Avoiding the Summer Brain Drain
By Thomas Haller and Chick Moorman
The summer is here! That long awaited school break has arrived. Your children are now enjoying their much deserved time away from the daily grind of spelling tests, math worksheets, book reports, geography lessons, science projects and homework. It is time for them to play in the sun, swim in the pool, go camp, walk the beach, shoot hoops, ride bikes, sleep in, relax, and lose three months of reading and math gains that they worked so hard to attain this past school year.
Yes, many children fall almost three months behind in math and reading skills over the summer. This phenomenon is so well known that educators even have a special name for it. They call it the "the summer slide." Because of the summer slide teachers often invest the first two months of every school year focusing on lesson plans that help students regain skills they lost over the summer.
But this doesn't have to be the case. The summer slide does not need to occur in your family. Creating a summer that is totally void of learning is not what children need. You can provide high-quality learning opportunities for your children during the summer months that are different from those activities children are exposed to during the school year. This gives them a break from traditional school work and yet prevents important skills from slowing draining away.
Below are a few tips you can use to create a different look and feel to the learning opportunities you offer your children this summer.
- Math skills deteriorate rapidly in the summer. Use your environment to help them use math skills. When you put chemicals in the pool take the time to figure out the area, diameter, or volume of your pool. At approximately 9 pounds per gallon of water, how much does all that water weigh?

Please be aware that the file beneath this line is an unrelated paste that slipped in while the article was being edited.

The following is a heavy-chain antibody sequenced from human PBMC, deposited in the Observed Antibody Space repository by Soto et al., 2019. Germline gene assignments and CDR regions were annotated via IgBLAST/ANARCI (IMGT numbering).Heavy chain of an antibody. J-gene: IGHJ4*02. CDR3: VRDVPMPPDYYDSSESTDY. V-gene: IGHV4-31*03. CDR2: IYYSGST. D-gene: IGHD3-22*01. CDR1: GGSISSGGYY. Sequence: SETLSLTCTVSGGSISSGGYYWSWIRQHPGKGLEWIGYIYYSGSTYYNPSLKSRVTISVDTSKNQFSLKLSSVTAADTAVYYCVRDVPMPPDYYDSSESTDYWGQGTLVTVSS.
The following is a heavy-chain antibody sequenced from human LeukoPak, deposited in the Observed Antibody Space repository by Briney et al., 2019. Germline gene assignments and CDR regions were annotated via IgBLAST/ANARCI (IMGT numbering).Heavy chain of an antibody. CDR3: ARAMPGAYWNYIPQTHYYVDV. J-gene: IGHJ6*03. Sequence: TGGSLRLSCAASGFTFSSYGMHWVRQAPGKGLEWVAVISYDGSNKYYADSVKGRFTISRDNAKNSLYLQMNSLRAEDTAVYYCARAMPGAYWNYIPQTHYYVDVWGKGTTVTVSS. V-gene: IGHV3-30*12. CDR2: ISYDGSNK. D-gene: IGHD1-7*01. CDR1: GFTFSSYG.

- Taking a road trip? Calculate the mileage by using a map and adding up the distance as indicated on the map. What does miles-per-hour mean and how do you compute it? How many miles-per-gallon are you getting? What is the difference in gas prices in different locations?
- Sit together with your eleven year old and balance the check book and compare it to the family budget. Help your teenager create a budget plan or pick a stock to invest in and track its progress through the summer.
- Have your children handle money. Take pop bottles back and have them estimate how much money they will receive. Allow them to make change at your garage sale. Have them count the money you have in the family charity jar.
- Keep it fun. Play games that require the use of skills learned in school. Remember the card game called "war". It's now called "Top it". Turn over a card and see if you have a card that is higher. For first and second graders turn over two cards, add them together and see which sum is higher. For fourth, fifth and sixth graders turn over two (or three) cards and multiply them and see which product is higher. Play Monopoly, Scrabble, Yahtzee, Rummikub, Boggle, Sequence, or Word Up. A brief stop at the department store game section and your list of options easily multiplies.
- Keep lots of reading material around your home. Read to and with your children. Create a family book club. Pick a book with your child and both read it. Just the two of you sit down together over a pop or ice cream cone once a week and discuss the plot development or characters.
- Model learning. Turn off the TV and get away from the video games. Let your kids catch you reading this summer. Learn a new computer program Start that book you've been wanting to write. Expand your horizons this summer with a wood carving class, parenting workshop, pottery or painting class.
- Get help. Every community has learning activities for kids. Libraries have reading programs. Recreation centers and churches have day camps. Schools have inventor's camps. Art Institutes have drawing, painting, pottery and drama classes for children. Sign your kids up.
Create a summer that balances rest, relaxation, and fun with learning. Use the many opportunities that summer offers to help your children grow their brain. If you do you will help your children begin the new school year right where they left off when school ended this year and the only summer slide they experience will be the one at the recreation center or water park.
About the authors: Thomas Haller and Chick Moorman are the authors of The 10 Commitments: Parenting with Purpose. They are two of the world's foremost authorities on raising responsible, caring, confident children. They publish a free monthly e-zine for parents. To sign up for it or obtain more information about how they can help you or your group meet your parenting needs, visit their website today: www.personalpowerpress.com.
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